Admiral Rachel L. Levine, MD, U.S. Assistant Secretary for Health, made a rare visit to Seattle Children’s on Tuesday. Her visit included a tour of the Psychiatry and Behavioral Medicine Unit (PBMU), Emergency Department and the Seattle Children’s Gender Clinic.  

Levine first met with PBMU leaders to discuss the national mental health crisis among adolescents. PBMU leaders described the significant increase they have seen in mental health-related visits to the emergency department, as well as an increase in youth suicide attempts/ideation. They told Levine how Seattle Children’s has developed innovative programs like the Behavioral Health Crisis Care Clinic to address the need we see every day in our Emergency Department. However, even with these innovations, the team can’t keep pace with the numbers of youth and families coming to our Emergency Department with mental health concerns.

“We have had an increase in the number of mental health issues that our youth are facing, which has been exacerbated by the COVID-19 pandemic – youth with depression, anxiety, eating disorders and other mental health concerns. President Biden discussed this in the State of the Union, and Secretary Becerra and I, and others at the Department of Health and Human Services (HHS) are on the road talking about the importance of mental health care for youth and their families, and the challenges that we are facing in this nation,” Levine noted in an interview with local radio station KNKX about why she was meeting with hospital leaders on her trip. “We are working to improve the mental health system to care for youth in terms of the workforce, programs and resources available to help. I am here to talk with the fantastic staff at Seattle Children’s hospital about the programs they have developed.”

Additionally, Levine was taken on a walkthrough of the Seattle Children’s Gender Clinic. As the first openly transgender presidential and federally confirmed appointee, she sat down with leaders of the Gender Clinic team and two transgender youth who are members of the clinic’s youth advisory board to have a candid conversation about their experiences and how she can best support them from her position within the government. They discussed how, despite the advantages of having access to the Gender Clinic, transgender youth have clear challenges based simply on their gender identity, especially in a year when many state legislatures have enacted or are considering legislation to limit access to gender-affirming care. While anti-trans measures are not being enacted in Washington, the advancement of legislation in nearby states has had a negative effect on Gender Clinic patients and staff, as Seattle Children’s serves patients and families across Idaho, Montana, Alaska and Oregon, in addition to those in Washington.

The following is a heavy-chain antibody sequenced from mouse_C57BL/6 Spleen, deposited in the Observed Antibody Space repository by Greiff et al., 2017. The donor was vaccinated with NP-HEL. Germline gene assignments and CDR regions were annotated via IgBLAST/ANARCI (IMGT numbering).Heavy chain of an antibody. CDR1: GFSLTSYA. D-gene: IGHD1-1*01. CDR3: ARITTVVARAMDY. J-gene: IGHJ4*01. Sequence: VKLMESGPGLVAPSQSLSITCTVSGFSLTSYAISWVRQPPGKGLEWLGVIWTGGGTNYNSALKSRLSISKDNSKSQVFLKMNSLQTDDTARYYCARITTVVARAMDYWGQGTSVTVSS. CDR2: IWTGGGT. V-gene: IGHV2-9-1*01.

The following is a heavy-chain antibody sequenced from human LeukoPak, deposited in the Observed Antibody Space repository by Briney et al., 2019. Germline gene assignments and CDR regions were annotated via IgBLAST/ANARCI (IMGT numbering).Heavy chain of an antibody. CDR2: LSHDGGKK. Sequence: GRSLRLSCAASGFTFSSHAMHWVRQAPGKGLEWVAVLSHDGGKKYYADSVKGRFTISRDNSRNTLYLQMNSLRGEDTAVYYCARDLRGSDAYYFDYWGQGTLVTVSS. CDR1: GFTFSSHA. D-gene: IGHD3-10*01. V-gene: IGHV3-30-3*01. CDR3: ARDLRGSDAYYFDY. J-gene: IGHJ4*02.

Levine assured them that she will do everything she can to advocate for the LGBTQI+ community, including working on policy that would make blocking gender-affirming care illegal. 

Adds Levine, “[Transgender and gender diverse] youth are vulnerable, and they need to be empowered. There are significant mental health challenges that trans and gender diverse youth face – anxiety, depression, etc. – and I want to make it very clear, there is nothing about being transgender or gender diverse, or being a part of the LGBTQI+ community, that would predispose one toward having depression or anxiety or other mental health issues. It is harassment, bullying. It is the discrimination that LGBTQI+ people face, and in this case trans youth, that can lead to those challenges. The [Gender Clinic program at Seattle Children’s] has medical professionals for evaluation and treatment, but importantly mental health professionals for evaluation and treatment as well. It is truly quite an excellent program.”